When Logan gets to Japan, he finds out the real reason that Yashida wanted to see him. We also meet Yashida’s granddaughter, Mariko, who Wolverine winds up spending the bulk of the film protecting from the Japanese mob called the Yakuza. Additionally, we are introduced to a female mutant villain named Viper, who is able to greatly hinder Wolverine’s healing ability. As a result, we get to see Wolverine as we have never seen him before, in a much more vulnerable state, unable to heal instantly. In the end, all of the villainous elements come together for a surprise ending that I did not see coming, but in hindsight, I realize I should have been suspicious.
Going into the film, I was a little skeptical, and unsure how I would feel about the Japanese setting, being that the other X-Men movies have had American settings. However, my qualms were quickly assuaged in the opening scene, and I had no problem with the rest of the film that followed. In fact, it was a little refreshing to have the film take place in a foreign setting and see a different culture, especially Logan’s reaction to it (most notably, the love hotel). It was also interesting to see a different type of action from the other X-Men movies, which featured various superhero powers, while this movie focused less on superpowers (especially considering Wolverine’s greatly diminished healing abilities) and more on sword fighting and physical action. In that way, it was a bit of a change from the other X-Men movies, but the existence of mutants is still prevalent, albeit in a more subdued way and a less in-your-face approach. Of course, the only real glaring exception is the placement of Viper in the movie to keep you reminded that this is the X-Men universe.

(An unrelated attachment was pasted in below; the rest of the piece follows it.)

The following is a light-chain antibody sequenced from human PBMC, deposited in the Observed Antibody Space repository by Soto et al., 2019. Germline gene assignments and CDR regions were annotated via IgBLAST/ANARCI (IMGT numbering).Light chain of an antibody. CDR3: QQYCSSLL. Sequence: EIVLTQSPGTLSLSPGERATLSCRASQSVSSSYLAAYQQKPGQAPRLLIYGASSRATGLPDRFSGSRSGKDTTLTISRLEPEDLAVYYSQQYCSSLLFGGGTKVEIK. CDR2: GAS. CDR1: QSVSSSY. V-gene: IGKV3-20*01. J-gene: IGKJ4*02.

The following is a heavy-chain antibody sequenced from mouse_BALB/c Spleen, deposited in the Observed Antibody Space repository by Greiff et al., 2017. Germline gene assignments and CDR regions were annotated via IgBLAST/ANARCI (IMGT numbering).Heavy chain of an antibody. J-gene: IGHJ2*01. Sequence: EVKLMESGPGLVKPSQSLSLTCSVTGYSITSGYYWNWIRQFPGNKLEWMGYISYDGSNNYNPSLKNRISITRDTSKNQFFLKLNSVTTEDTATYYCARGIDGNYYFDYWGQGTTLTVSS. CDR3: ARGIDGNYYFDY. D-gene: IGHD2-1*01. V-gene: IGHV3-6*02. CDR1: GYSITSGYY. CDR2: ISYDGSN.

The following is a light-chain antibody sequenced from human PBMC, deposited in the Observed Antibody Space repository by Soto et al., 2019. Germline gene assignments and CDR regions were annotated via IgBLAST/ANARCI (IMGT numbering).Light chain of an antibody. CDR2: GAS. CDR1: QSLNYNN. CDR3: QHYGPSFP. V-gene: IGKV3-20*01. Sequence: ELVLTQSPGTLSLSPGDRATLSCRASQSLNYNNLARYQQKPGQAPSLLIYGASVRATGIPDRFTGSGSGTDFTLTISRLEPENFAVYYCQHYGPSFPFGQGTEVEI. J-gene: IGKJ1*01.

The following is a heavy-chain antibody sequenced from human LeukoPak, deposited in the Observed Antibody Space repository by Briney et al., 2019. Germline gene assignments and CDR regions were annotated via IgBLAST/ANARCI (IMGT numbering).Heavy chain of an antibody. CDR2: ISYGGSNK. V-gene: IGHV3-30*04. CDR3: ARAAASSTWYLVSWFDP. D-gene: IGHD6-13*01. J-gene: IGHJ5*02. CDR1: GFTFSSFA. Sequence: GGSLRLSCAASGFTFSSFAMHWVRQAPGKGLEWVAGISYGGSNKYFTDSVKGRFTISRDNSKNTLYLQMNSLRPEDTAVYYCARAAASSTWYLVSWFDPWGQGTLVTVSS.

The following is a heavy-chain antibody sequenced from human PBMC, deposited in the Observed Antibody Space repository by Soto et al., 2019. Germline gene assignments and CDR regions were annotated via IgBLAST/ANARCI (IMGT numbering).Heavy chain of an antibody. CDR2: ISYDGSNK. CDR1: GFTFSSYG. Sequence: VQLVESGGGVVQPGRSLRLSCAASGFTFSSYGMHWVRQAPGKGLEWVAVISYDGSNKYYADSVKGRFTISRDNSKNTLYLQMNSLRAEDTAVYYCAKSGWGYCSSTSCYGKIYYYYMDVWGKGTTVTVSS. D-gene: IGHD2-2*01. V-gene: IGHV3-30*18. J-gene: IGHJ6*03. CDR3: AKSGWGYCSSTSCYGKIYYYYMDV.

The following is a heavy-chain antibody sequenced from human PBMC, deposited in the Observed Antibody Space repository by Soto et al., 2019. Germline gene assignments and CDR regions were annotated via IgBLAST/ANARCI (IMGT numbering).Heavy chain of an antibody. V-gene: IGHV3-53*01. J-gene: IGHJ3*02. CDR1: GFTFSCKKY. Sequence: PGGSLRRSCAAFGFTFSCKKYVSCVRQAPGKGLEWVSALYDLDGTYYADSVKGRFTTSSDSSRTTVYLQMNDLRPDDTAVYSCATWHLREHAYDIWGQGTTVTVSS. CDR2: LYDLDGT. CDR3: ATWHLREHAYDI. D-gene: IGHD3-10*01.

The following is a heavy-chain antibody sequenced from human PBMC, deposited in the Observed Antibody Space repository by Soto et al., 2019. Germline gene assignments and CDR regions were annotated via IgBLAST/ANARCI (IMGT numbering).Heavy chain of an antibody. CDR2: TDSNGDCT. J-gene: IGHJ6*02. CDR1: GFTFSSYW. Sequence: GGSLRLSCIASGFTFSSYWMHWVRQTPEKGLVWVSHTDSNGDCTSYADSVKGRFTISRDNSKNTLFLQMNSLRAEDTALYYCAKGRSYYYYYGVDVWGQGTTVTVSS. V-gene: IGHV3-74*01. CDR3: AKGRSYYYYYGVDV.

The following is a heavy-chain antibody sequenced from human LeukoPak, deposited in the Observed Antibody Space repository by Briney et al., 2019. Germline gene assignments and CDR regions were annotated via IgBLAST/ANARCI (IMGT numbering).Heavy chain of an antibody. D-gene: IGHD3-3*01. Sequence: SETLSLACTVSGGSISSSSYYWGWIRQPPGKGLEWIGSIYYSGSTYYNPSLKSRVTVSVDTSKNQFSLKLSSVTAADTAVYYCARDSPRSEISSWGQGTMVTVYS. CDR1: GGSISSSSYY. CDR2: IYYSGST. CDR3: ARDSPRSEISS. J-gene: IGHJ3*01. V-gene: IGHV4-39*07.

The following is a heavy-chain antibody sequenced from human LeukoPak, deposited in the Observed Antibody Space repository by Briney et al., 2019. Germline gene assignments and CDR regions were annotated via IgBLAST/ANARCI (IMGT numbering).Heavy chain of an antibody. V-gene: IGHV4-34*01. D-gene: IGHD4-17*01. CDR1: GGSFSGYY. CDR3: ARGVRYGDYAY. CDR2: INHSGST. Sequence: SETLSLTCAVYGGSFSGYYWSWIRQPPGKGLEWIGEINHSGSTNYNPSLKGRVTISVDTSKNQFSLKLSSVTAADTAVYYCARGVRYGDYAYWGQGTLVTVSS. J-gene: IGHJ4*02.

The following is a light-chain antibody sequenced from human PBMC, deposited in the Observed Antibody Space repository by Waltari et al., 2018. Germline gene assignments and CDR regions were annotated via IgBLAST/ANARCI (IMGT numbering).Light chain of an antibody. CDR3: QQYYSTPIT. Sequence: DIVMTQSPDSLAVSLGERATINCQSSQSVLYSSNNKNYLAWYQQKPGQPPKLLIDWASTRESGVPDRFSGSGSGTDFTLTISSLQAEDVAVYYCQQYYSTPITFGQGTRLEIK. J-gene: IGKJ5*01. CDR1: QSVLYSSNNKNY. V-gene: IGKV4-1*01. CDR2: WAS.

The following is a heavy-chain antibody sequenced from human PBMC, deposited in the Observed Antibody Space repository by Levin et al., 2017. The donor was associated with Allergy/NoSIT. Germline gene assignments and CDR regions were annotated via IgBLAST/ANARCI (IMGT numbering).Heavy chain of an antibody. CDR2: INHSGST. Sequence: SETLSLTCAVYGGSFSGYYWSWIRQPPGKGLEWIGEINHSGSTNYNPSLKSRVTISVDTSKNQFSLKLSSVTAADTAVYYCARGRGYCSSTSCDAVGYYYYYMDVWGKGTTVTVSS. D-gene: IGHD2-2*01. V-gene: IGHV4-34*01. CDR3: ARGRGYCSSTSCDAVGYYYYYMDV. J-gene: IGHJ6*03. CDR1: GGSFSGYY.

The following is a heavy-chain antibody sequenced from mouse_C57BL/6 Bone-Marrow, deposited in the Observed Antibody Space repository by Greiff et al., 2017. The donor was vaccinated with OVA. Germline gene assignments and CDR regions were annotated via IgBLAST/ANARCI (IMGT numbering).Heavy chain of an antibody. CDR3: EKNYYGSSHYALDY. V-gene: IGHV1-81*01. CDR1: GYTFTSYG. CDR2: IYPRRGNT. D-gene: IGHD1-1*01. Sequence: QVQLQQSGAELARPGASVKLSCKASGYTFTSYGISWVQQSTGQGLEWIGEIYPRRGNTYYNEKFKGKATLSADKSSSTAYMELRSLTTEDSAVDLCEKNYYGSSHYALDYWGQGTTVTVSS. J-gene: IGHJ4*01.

I also appreciated the fact that there were several strong women featured in the film. There’s Yukio, who you can see from the get go is a great fighter. She kind of annoyed me at first, and it was hard to understand her accent at times, but she quickly grew on me. Mariko, who initially seems to be very delicate, turns out to be strong, smart, and independent. Finally, one of the main villains is a woman, Viper, which is different, since most villains are usually men. I personally didn’t like her character all that much, but it was a nice change from the norm.
All in all, The Wolverine was a surprisingly fun ride, which I happened to enjoy a lot more than I thought I would. However, I must admit that the best part of the entire movie was the scene after the credits. Make sure you stay to watch it!
My rating: 7.5